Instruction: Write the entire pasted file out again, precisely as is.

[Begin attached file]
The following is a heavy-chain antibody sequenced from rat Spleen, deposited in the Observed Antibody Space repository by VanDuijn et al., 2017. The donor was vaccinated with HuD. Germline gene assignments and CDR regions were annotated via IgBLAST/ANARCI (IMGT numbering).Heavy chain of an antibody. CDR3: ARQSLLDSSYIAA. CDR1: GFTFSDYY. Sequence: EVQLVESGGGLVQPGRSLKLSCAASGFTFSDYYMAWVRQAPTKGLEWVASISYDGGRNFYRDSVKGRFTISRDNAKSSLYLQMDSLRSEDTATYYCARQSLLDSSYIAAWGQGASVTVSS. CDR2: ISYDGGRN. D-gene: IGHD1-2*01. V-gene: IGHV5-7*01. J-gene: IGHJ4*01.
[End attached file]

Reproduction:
The following is a heavy-chain antibody sequenced from rat Spleen, deposited in the Observed Antibody Space repository by VanDuijn et al., 2017. The donor was vaccinated with HuD. Germline gene assignments and CDR regions were annotated via IgBLAST/ANARCI (IMGT numbering).Heavy chain of an antibody. CDR3: ARQSLLDSSYIAA. CDR1: GFTFSDYY. Sequence: EVQLVESGGGLVQPGRSLKLSCAASGFTFSDYYMAWVRQAPTKGLEWVASISYDGGRNFYRDSVKGRFTISRDNAKSSLYLQMDSLRSEDTATYYCARQSLLDSSYIAAWGQGASVTVSS. CDR2: ISYDGGRN. D-gene: IGHD1-2*01. V-gene: IGHV5-7*01. J-gene: IGHJ4*01.